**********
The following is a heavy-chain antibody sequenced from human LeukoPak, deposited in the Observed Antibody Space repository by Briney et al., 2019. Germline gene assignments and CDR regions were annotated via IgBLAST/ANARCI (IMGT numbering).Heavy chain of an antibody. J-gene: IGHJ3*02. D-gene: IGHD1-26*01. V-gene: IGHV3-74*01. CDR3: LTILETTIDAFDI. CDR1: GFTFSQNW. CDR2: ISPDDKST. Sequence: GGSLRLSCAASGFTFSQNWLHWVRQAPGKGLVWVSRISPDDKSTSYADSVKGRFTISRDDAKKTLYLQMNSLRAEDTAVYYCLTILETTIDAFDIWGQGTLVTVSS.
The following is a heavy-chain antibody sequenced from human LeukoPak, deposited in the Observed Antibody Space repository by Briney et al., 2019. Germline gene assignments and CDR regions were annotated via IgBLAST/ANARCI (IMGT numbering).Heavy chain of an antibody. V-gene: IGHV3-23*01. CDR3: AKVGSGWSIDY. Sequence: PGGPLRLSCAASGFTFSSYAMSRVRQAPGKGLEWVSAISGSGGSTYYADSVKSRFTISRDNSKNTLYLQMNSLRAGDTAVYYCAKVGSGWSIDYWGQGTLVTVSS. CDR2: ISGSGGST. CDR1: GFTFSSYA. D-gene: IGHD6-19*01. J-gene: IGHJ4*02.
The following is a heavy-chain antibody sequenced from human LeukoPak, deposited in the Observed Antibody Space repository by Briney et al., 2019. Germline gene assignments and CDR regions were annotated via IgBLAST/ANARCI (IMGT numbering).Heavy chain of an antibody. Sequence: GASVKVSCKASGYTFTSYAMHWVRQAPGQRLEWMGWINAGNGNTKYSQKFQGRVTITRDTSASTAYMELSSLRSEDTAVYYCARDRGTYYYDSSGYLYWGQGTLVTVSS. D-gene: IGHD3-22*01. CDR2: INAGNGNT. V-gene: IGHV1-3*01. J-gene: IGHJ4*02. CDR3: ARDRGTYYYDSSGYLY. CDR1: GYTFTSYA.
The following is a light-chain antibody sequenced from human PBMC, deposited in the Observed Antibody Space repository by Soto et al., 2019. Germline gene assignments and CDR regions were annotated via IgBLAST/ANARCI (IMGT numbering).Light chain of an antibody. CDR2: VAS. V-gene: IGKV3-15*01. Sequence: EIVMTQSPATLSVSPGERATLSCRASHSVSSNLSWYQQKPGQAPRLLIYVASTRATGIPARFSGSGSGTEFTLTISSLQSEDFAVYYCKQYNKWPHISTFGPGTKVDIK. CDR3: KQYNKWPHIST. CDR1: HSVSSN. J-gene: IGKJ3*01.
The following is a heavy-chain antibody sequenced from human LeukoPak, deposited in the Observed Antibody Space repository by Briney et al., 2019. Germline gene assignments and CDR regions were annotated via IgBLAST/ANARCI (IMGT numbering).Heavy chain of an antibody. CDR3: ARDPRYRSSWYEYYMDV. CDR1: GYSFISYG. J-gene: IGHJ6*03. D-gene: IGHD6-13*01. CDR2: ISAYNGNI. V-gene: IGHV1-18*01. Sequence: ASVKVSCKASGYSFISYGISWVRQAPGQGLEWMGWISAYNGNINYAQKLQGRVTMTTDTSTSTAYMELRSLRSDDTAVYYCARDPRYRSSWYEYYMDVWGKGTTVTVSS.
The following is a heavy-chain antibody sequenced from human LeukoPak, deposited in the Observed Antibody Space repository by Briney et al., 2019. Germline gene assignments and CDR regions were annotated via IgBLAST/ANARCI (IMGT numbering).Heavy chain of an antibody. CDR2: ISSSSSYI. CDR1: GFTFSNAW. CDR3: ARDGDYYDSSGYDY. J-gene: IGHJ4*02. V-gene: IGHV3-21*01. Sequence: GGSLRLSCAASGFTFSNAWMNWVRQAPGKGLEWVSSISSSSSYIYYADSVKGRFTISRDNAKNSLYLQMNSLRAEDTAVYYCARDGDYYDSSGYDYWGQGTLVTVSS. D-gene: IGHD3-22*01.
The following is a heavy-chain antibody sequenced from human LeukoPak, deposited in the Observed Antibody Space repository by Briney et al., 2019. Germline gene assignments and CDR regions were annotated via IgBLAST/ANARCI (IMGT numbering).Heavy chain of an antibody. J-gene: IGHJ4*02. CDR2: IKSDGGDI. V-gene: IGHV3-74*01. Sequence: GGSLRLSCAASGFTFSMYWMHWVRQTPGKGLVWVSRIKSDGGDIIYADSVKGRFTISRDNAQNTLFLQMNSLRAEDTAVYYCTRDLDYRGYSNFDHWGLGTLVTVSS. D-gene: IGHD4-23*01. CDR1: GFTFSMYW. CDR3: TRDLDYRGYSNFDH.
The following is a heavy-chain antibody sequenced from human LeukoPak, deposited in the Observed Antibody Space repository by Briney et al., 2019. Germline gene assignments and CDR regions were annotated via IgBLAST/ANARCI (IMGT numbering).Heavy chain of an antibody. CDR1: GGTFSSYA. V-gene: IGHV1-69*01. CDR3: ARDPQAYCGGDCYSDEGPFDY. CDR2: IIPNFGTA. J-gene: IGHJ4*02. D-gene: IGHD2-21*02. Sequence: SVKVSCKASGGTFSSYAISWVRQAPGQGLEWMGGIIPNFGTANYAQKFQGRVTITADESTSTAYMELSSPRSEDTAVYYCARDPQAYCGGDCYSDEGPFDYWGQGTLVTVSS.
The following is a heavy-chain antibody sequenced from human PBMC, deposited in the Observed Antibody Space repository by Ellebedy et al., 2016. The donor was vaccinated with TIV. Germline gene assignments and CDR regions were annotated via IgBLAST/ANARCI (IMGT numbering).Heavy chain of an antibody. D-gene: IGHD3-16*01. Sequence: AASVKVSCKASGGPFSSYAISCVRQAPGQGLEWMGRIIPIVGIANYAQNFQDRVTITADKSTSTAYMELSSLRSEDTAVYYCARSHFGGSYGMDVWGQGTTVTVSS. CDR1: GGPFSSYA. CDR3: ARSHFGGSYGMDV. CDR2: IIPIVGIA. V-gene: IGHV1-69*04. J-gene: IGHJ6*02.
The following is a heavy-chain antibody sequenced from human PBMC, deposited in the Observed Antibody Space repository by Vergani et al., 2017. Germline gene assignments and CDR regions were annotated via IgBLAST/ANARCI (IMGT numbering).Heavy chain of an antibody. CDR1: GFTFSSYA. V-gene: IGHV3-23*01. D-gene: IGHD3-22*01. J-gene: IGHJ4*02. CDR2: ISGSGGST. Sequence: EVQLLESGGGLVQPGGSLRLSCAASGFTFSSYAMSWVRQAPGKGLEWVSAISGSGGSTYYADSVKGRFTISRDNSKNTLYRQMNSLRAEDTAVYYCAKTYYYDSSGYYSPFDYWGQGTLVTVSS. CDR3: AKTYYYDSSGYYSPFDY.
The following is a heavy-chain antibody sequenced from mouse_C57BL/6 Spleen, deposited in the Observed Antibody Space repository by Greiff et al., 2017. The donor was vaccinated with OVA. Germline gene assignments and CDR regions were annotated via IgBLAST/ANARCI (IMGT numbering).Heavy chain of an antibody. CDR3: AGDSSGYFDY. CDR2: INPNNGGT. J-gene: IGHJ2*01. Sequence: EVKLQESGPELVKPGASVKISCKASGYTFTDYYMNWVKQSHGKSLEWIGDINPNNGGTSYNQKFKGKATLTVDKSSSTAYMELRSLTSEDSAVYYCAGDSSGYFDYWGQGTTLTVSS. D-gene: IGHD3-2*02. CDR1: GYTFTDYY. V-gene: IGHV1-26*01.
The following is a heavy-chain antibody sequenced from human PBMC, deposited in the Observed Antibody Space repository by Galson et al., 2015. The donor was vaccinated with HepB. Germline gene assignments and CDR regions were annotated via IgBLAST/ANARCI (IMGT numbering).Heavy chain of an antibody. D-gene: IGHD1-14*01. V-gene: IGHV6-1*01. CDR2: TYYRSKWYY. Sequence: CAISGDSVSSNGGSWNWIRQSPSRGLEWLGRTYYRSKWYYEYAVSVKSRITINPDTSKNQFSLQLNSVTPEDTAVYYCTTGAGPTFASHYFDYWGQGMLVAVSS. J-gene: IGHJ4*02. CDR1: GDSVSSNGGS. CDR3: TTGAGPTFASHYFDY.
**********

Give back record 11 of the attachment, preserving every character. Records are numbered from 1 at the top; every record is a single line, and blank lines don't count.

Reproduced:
The following is a heavy-chain antibody sequenced from mouse_C57BL/6 Spleen, deposited in the Observed Antibody Space repository by Greiff et al., 2017. The donor was vaccinated with OVA. Germline gene assignments and CDR regions were annotated via IgBLAST/ANARCI (IMGT numbering).Heavy chain of an antibody. CDR3: AGDSSGYFDY. CDR2: INPNNGGT. J-gene: IGHJ2*01. Sequence: EVKLQESGPELVKPGASVKISCKASGYTFTDYYMNWVKQSHGKSLEWIGDINPNNGGTSYNQKFKGKATLTVDKSSSTAYMELRSLTSEDSAVYYCAGDSSGYFDYWGQGTTLTVSS. D-gene: IGHD3-2*02. CDR1: GYTFTDYY. V-gene: IGHV1-26*01.